The Second Department, reversing Supreme Court in this medical malpractice action, determined: (1) the continuous treatment doctrine tolled the statute of limitations for some of the causes of action; (2) the plaintiffs’ expert’s unsworn affidavit raised questions of fact about a departure from the requisite standard of care (although the unsworn affidavit was not in admissible form, defendants did not object); and (3) the lack of informed consent cause of action should not have been dismissed:
… [C]ontinuous treatment may be found when a plaintiff “returns to the doctor because of continued pain in that area for which medical attention was first sought” … . Here, the plaintiffs demonstrated that, continuing until at least October 23, 2014, the injured plaintiff repeatedly sought treatment … for ongoing and sometimes increasing symptoms relating to her original complaints … . * * *
Although the unsworn affidavit of the plaintiffs’ expert does not constitute competent evidence to oppose a motion for summary judgment (see CPLR 2106 … ), the defendants failed to object to the unsworn affidavit on this ground in the Supreme Court and, therefore, any deficiency in the submission has been waived … . * * *
“[T]he fact that the [injured] plaintiff signed a [generic] consent form does not establish [the defendants’] prima facie entitlement to judgment as a matter of law” dismissing this cause of action insofar as asserted against the North Shore defendants … . … [T]he transcripts of the deposition testimony of the injured plaintiff and of the physicians … , submitted by the defendants in support of their motion, did not establish that the injured plaintiff was given sufficient information on the risks and alternatives regarding the materials used and the procedures performed. … [D]efendants failed to establish that a reasonably prudent person in the injured plaintiff’s position would not have declined to undergo the procedures if she or he had been fully informed of the risks and alternatives regarding the materials used and the procedures performed (see Public Health Law § 2805-d …). Hall v Bolognese, 2022 NY Slip Op 06692, Second Dept 11-23-22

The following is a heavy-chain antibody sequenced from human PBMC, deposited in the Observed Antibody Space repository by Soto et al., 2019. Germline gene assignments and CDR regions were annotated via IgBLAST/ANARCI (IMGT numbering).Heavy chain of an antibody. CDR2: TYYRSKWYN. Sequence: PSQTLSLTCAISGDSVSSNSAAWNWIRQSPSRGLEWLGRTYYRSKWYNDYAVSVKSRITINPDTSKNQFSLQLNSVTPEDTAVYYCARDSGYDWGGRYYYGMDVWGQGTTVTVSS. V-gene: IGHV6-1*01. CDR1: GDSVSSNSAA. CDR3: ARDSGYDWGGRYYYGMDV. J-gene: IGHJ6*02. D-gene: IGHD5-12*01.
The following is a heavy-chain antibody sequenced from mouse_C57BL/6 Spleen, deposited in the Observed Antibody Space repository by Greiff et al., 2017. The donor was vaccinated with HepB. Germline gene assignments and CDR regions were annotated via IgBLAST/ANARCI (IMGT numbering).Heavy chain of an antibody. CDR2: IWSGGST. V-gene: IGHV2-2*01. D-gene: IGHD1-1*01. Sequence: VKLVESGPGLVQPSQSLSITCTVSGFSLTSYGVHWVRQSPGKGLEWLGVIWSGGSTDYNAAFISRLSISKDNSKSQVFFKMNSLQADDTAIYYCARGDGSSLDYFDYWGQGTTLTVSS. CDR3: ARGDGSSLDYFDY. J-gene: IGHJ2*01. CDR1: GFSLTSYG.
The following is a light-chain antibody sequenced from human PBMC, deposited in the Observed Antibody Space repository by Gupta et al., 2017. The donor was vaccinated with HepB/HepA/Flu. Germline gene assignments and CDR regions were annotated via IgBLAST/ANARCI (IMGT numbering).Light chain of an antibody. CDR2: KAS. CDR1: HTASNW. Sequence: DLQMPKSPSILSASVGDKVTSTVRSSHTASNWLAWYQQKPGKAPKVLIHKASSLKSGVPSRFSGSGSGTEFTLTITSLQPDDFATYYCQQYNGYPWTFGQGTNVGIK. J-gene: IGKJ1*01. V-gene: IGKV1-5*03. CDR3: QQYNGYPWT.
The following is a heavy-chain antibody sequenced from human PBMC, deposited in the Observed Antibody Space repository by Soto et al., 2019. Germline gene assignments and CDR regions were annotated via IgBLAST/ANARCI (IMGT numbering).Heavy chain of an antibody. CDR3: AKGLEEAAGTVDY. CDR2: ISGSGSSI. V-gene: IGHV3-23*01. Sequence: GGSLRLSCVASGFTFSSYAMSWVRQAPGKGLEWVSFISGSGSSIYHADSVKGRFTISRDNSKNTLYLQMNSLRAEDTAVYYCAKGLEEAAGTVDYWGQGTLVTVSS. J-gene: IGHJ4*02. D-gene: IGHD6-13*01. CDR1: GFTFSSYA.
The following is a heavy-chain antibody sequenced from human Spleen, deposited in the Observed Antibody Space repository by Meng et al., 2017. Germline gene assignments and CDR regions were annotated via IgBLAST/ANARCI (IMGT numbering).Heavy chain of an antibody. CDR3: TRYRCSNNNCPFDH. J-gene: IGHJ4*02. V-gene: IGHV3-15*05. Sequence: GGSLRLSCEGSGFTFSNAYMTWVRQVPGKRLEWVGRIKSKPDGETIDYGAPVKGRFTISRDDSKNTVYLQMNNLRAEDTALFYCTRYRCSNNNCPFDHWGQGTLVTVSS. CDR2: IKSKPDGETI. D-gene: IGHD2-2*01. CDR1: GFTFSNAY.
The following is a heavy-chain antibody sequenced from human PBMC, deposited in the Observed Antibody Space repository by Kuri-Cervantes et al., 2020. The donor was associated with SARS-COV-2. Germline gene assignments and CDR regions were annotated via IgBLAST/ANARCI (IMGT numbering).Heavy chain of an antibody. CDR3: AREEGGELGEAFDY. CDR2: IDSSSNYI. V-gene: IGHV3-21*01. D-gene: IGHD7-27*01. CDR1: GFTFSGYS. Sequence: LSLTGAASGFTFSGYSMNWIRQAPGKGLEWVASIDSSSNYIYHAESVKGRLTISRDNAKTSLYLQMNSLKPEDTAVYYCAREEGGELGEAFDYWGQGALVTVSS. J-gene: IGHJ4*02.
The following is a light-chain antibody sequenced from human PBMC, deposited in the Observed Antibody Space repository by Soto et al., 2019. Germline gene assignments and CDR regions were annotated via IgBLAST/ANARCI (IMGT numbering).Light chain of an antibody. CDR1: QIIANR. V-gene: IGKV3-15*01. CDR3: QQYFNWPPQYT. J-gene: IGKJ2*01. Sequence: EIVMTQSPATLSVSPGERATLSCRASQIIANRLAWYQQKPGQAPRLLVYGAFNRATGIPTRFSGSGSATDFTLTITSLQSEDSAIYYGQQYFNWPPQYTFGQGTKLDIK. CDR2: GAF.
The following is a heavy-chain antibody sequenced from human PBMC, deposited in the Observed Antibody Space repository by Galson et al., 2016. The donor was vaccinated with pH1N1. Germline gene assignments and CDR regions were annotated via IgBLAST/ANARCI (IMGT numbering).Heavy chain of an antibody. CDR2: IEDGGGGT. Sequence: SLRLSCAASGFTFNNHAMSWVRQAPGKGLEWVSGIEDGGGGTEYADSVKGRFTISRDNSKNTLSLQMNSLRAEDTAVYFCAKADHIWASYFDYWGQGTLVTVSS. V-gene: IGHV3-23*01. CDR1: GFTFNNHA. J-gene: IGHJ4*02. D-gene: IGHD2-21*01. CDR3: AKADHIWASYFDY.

Practice Point: Here in this medical malpractice action the appellate court held: (1) the continuous treatment doctrine applied to toll the statute of limitations; (2) the unsworn affidavit from plaintiffs’ expert should have been considered because defendants did not object to it; (3) plaintiff’s signing a consent form did not preclude causes of action alleging a lack of informed consent.